Performing tölt. The curb bit is of traditional Icelandic design.
Performing tölt. The curb bit is of traditional Icelandic design.

Icelandic equitation is the traditional style of riding of Iceland. It is closely associated with the Icelandic horse.

The basis of Icelandic equitation lies in the long traditions of riding horse transport. On an island with little wood, making and using carriages or sleighs was not practical in Iceland. Thus horses had to be ridden for long distances, and the style of equitation formed to accommodate comfort and endurance. Unlike traditional English equitation which is one of the two predominant traditional styles in the U.S., Icelandic equitation is much more relaxed. The dress code is not as stringent and more emphasis is placed on a relaxed and enjoyable ride.[1] The ideal seat is straight and balanced, with light cues and a light rein. Verbal cues are often used as well as seat and leg commands. Overall, the style is mean to be comfortable due to the animal’s smooth gait as well as pleasurable. There are slight differences in tack but for the most part, is very similar to English tack.[2]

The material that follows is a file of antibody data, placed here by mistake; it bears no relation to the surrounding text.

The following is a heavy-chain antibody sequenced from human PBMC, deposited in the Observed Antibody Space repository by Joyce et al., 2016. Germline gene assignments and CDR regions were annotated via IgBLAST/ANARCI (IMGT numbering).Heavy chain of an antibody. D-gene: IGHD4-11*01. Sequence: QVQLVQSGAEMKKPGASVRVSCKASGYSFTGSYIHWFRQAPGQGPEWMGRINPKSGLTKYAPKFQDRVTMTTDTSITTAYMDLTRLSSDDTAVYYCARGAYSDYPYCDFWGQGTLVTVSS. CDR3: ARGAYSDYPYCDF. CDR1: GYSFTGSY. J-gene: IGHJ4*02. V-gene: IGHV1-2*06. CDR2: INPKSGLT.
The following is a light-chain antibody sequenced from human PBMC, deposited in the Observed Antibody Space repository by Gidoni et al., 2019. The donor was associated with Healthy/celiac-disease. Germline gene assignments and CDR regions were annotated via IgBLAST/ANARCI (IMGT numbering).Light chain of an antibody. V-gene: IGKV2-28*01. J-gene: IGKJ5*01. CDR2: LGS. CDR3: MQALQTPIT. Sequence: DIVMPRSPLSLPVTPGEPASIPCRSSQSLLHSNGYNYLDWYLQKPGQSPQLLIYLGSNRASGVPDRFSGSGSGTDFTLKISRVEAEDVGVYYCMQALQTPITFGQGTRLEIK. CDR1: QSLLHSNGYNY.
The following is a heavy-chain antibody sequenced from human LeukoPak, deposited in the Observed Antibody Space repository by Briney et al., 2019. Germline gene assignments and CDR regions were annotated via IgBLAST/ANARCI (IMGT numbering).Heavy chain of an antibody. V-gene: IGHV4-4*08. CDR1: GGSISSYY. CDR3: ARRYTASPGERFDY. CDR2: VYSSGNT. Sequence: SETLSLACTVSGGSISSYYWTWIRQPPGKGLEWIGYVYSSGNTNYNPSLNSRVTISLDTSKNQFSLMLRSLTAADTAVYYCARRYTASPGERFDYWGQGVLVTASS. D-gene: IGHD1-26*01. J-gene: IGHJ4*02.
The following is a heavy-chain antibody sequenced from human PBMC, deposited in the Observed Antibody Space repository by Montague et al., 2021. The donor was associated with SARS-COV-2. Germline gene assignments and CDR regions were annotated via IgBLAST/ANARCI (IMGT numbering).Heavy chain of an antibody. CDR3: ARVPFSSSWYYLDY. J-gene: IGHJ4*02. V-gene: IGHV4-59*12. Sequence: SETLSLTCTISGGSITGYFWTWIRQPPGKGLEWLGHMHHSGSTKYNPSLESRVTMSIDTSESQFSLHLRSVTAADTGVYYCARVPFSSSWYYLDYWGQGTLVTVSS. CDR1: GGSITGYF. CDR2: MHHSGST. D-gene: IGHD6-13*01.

The Icelandic horse is able to pace as well as perform a smooth ambling gait known as the tölt, and is able to perform these gaits at a variety of tempi ranging from a walk to the speed of gallop. There is much organization around the breed within the country. This leads to competitions pitting animals against one another for gait, as well as some racing. Winners of these competitions go on to not only win prizes from the competition, but breeding popularity as well. [3]

References

  1. ^ Slott, Dan (Autumn 1995). [edu/docview/205126612?accountid=11836 "The Joy of Riding: Iceland's Wonderous Horse"] Check |url= value (help). Scandinavian Review. Retrieved 12 April 2020.
  2. ^ "Horses of Iceland - The Official Site of the Icelandic Horse". Horses of Iceland. Iceland Tourism. Retrieved 12 April 2020.
  3. ^ Helgadóttir, Guðrún; Dashper, Katherine (17 January 2016). "Dear International Guests and Friends of the Icelandic Horse": Experience, Meaning and Belonging at a Niche Sporting Event". Scandinavian Journal of Hospitality and Tourism. Retrieved 12 April 2020.